Adolfo Hidalgo Nevares, sometimes spelled Nevarez, (Guayaquil, March 18, 1891 – Quito, 1934) was a doctor, writer and poet. Under the pseudonym Máximo de Bretal he wrote articles for El Guante magazine on topics such as politics, literature and poetry. He also wrote for El Telégrafo of Guayaquil and El Universitario of Quito. In 1920 he was appointed Deputy of Guayas. In 1925 he became a professor at the University of Guayaquil’s new Dentistry and Veterinary schools, and in 1926 he was named Minister of Public Education. He led a bohemian life and had an on and off again addiction to morphine which he sometimes used in the company of some of the members of the Decapitated Generation, a group of young Ecuadorian poets who died young by suicide. He too died by suicide in 1934, at the age of 43.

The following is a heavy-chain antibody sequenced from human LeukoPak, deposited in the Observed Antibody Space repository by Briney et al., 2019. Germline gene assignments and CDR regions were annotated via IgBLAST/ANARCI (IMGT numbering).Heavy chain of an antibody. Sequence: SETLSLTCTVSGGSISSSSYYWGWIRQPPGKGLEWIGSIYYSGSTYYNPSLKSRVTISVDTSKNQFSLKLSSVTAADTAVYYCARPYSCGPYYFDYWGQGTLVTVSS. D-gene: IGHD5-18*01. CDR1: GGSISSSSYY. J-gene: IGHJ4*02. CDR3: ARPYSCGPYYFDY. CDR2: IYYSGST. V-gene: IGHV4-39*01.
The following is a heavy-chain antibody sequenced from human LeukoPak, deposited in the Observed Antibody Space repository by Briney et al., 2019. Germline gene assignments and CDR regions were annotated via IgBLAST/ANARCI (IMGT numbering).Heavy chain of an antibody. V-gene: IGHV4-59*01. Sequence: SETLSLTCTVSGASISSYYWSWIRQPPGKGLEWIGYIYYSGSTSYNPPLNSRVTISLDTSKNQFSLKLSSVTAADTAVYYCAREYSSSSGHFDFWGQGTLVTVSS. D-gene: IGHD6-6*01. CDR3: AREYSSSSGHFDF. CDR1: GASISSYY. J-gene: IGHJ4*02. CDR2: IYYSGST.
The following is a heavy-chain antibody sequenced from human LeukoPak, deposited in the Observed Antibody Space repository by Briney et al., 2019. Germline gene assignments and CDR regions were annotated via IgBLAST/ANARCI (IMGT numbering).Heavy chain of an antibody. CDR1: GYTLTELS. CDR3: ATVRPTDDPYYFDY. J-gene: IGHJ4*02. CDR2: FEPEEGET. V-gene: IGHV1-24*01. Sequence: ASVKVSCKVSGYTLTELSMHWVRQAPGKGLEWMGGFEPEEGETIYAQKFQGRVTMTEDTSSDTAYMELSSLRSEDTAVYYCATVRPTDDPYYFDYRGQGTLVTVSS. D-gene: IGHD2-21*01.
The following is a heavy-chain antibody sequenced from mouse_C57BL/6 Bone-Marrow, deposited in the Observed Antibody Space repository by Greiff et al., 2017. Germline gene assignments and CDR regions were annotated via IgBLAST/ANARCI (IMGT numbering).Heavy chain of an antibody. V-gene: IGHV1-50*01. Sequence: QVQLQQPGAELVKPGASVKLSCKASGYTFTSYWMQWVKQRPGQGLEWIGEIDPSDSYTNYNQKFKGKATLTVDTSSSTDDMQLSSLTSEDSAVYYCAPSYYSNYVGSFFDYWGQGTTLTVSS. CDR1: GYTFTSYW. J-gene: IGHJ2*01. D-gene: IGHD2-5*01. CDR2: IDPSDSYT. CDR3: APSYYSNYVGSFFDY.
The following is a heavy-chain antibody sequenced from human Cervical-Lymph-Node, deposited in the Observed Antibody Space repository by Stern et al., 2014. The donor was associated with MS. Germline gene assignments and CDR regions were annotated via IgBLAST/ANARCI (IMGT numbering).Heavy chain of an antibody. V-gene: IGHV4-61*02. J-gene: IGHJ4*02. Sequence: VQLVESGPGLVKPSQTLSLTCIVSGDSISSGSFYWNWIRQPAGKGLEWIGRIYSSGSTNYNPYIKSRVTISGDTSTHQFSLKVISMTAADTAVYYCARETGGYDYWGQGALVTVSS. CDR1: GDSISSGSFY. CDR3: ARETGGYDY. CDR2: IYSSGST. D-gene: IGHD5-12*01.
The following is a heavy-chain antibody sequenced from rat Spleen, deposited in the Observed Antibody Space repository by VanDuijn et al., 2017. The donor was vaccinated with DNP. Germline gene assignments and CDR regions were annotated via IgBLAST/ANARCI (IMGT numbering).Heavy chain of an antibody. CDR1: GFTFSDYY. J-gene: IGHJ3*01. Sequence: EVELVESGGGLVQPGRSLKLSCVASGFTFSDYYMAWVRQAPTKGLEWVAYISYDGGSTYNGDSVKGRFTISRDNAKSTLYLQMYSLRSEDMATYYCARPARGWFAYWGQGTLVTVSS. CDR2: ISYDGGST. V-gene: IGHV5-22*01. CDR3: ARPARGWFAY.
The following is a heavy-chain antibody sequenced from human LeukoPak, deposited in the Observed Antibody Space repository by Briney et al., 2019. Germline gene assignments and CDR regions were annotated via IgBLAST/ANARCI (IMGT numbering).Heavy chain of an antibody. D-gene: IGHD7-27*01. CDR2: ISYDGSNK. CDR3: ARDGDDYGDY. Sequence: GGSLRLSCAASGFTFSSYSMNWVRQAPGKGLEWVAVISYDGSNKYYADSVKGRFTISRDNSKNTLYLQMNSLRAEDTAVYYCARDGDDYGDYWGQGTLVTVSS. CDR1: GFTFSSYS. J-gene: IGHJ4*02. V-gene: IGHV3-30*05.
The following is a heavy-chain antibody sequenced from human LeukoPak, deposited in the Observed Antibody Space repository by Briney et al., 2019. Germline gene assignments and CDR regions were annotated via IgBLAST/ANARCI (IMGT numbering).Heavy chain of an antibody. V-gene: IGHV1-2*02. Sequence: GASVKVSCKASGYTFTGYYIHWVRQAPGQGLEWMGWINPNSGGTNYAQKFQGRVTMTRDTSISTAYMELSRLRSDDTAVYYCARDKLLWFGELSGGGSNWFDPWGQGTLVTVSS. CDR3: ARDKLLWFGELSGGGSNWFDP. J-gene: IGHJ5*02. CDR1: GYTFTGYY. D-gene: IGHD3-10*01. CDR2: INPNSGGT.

He was born to Adolfo Hidalgo García, a banker from Guayaquil, and María Dolores Nevarez Plaza from Charapotó, Manabí. He had a sister named Leonor Hidalgo. His father’s brother was the poet Federico Marco Hidalgo García.
He married Sara Maria Mejía Burbano on December 27, 1924. They got divorced in 1930. He remarried her in 1932 but again broke up. They had no children.
In 1903-1909 he attended high school at the Vicente Rocafuerte National School. He then went to medical school.
One night in Quito in 1934 he placed a handkerchief on his white shirt so as not to stain it, and then shot himself on the head.